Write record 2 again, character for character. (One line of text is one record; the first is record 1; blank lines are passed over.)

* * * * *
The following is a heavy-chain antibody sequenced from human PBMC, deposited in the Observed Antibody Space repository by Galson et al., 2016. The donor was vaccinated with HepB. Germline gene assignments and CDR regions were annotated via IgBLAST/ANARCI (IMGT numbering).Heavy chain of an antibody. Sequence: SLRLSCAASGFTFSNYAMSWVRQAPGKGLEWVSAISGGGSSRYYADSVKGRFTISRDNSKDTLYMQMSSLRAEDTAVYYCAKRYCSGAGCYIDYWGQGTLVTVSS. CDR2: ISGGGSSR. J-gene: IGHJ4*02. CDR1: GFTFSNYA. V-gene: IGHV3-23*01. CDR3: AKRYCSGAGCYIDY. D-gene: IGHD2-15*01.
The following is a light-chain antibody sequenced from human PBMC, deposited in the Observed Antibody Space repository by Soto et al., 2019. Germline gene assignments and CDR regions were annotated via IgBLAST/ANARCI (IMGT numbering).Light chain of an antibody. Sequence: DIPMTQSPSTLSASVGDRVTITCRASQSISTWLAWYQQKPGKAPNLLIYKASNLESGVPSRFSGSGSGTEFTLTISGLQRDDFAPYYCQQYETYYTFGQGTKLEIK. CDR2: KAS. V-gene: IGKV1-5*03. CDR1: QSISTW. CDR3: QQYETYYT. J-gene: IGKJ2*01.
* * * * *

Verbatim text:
The following is a light-chain antibody sequenced from human PBMC, deposited in the Observed Antibody Space repository by Soto et al., 2019. Germline gene assignments and CDR regions were annotated via IgBLAST/ANARCI (IMGT numbering).Light chain of an antibody. Sequence: DIPMTQSPSTLSASVGDRVTITCRASQSISTWLAWYQQKPGKAPNLLIYKASNLESGVPSRFSGSGSGTEFTLTISGLQRDDFAPYYCQQYETYYTFGQGTKLEIK. CDR2: KAS. V-gene: IGKV1-5*03. CDR1: QSISTW. CDR3: QQYETYYT. J-gene: IGKJ2*01.